Deep RL at Scale: Sorting Waste in Office Buildings with a Fleet of Mobile Manipulators
- Alexander Herzog*
- Kanishka Rao*
- Karol Hausman*
- Yao Lu*
- Paul Wohlhart*
- Mengyuan Yan
- Jessica Lin
- Montserrat Gonzalez Arenas
- Ted Xiao
- Daniel Kappler
- Daniel Ho
- Jarek Rettinghouse
- Yevgen Chebotar
- Kuang-Huei Lee
- Keerthana Gopalakrishnan
- Ryan Julian
- Adrian Li
- Chuyuan Kelly Fu
- Bob Wei
- Sangeetha Ramesh
- Khem Holden
- Kim Kleiven
- David Rendleman
- Sean Kirmani
- Jeff Bingham
- Jon Weisz
- Ying Xu
- Wenlong Lu
- Matthew Bennice
- Cody Fong
- David Do
- Jessica Lam
- Yunfei Bai
- Benjie Holson
- Michael Quinlan
- Noah Brown
- Mrinal Kalakrishnan
- Julian Ibarz
- Peter Pastor
- Sergey Levine
*Authors with equal contribution
We describe a system for deep reinforcement learning of robotic manipulation skills applied to a large-scale real-world task: sorting recyclables and trash in office buildings. Real-world deployment of deep RL policies requires not only effective training algorithms, but the ability to bootstrap real-world training and enable broad generalization. To this end, our system - RL at Scale (RLS) - combines scalable deep RL from real-world data with bootstrapping from training in simulation, and incorporates auxiliary inputs from existing computer vision systems as a way to boost generalization to novel objects, while retaining the benefits of end-to-end training. We analyze the tradeoffs of different design decisions in our system, and present a large-scale empirical validation that includes training on real-world data gathered over the course of 24 months of experimentation, across a fleet of 23 robots in three office buildings, with a total training set of 9527 hours of robotic experience. Our final validation also consists of 4800 evaluation trials across 240 waste station configurations, in order to evaluate in detail the impact of the design decisions in our system, the scaling effects of including more real-world data, and the performance of the method on novel objects.
Problem SetupWe study the problem of continual real-world reinforcement learning through the lenses of a large scale experiment, where we deployed a fleet of 23 RL-enabled robots over two years in Google office buildings to sort waste and recycling. In our experiment, a robot roamed around an office building searching for “waste stations” (bins for recyclables, compost, and trash). The robot was tasked with approaching each waste station to sort it, moving items between the bins so that all recyclables (cans, bottles, etc.) were placed in the recyclable bin, all the compostable items (cardboard containers, paper cups, etc.) were placed in the compost bin, and everything else was placed in the landfill trash bin.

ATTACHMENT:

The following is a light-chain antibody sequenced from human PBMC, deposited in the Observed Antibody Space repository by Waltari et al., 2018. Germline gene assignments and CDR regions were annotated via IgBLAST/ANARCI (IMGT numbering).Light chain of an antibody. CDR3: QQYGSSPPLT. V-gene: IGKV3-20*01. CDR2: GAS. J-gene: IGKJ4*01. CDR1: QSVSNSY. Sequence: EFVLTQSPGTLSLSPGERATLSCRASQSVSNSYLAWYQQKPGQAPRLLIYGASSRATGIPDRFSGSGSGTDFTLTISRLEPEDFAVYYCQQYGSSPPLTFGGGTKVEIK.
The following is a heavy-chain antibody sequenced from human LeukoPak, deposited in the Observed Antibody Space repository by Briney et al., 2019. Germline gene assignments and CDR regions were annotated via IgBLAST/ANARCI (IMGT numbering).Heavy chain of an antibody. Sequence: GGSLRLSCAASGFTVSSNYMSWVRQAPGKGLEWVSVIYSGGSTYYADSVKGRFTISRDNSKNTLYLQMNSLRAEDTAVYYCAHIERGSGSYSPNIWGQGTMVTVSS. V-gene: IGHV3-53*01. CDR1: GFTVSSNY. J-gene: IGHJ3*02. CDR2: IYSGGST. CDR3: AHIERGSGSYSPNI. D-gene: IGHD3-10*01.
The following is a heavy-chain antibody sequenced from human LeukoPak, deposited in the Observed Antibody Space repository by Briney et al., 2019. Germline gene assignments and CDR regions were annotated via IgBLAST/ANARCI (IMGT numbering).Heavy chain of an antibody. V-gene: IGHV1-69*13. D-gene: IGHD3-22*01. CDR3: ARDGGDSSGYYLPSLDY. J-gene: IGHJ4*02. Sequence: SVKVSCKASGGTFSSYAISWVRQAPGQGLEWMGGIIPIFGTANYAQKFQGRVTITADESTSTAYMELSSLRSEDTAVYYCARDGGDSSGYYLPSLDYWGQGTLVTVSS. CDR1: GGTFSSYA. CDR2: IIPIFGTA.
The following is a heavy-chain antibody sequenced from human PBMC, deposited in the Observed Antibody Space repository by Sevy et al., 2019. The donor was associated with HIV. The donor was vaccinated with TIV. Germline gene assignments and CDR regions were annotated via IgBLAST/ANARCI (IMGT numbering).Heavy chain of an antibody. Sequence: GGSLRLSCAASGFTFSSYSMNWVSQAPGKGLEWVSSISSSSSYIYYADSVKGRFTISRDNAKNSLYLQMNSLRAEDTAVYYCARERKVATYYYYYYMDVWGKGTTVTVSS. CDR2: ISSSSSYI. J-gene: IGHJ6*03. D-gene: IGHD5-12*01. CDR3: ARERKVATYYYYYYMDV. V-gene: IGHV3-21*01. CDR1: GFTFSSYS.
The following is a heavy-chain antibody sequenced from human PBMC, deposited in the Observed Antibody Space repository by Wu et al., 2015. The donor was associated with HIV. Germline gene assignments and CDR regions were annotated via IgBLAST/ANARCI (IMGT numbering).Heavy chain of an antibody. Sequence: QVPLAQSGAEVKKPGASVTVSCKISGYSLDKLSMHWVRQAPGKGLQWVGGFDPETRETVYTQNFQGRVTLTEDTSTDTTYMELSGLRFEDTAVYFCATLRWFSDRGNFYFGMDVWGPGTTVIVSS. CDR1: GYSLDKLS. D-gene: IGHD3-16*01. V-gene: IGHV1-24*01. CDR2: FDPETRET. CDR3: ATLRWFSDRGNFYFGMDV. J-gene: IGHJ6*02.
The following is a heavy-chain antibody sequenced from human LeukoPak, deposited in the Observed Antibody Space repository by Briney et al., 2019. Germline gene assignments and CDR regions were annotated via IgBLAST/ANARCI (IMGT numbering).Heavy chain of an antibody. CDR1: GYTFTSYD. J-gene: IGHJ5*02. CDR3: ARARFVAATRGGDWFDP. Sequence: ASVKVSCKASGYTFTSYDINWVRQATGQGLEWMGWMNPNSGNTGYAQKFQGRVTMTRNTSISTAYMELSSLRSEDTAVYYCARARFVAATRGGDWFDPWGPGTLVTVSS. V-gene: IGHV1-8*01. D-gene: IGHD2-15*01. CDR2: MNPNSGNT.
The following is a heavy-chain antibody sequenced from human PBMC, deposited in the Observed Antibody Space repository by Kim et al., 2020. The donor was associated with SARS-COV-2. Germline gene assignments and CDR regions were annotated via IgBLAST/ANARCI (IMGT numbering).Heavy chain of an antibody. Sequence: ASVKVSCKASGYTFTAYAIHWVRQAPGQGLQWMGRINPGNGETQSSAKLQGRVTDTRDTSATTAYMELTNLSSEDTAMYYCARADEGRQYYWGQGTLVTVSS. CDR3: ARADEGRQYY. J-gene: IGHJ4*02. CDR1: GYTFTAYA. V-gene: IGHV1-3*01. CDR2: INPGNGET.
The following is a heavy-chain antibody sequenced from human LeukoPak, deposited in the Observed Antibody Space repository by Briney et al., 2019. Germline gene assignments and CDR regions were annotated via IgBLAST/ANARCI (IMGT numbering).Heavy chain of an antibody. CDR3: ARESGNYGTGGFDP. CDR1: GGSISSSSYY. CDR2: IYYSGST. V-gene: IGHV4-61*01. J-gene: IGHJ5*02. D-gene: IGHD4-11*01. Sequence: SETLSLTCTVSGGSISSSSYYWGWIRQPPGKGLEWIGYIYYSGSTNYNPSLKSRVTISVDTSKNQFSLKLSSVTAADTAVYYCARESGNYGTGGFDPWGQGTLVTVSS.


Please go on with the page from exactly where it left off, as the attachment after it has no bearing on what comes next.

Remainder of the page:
The task of sorting waste is much harder than it sounds: not only does the robot need to correctly pick up the vast variety of objects that people deposit into waste bins, but it also needs to identify the appropriate bin for each object and sort them as quickly and efficiently as possible.
The experiment setup enabled robots to learn on the job and improve through real-world experience, additional autonomous data collection in “robot classrooms,” and simulation. Our robotic system combines scalable deep RL from real-world data with bootstrapping from training in simulation and auxiliary object perception inputs to boost generalization, while retaining the benefits of end-to-end training, which we validate with 4,800 evaluation trials across 240 waste station configurations.
To make sure that robots can learn on the job, we need to bootstrap the robots with a basic set of skills. To this end, we use four sources of experience: (1) a set of simple hand-designed policies that have a very low success rate, but serve to provide some initial experience, (2) a simulated training framework that uses sim-to-real transfer to provide some initial bin sorting strategies, (3) robot classrooms where the robots continually practice at a set of representative waste stations, and (4) the real deployment setting, where robots practice in real office buildings with real trash.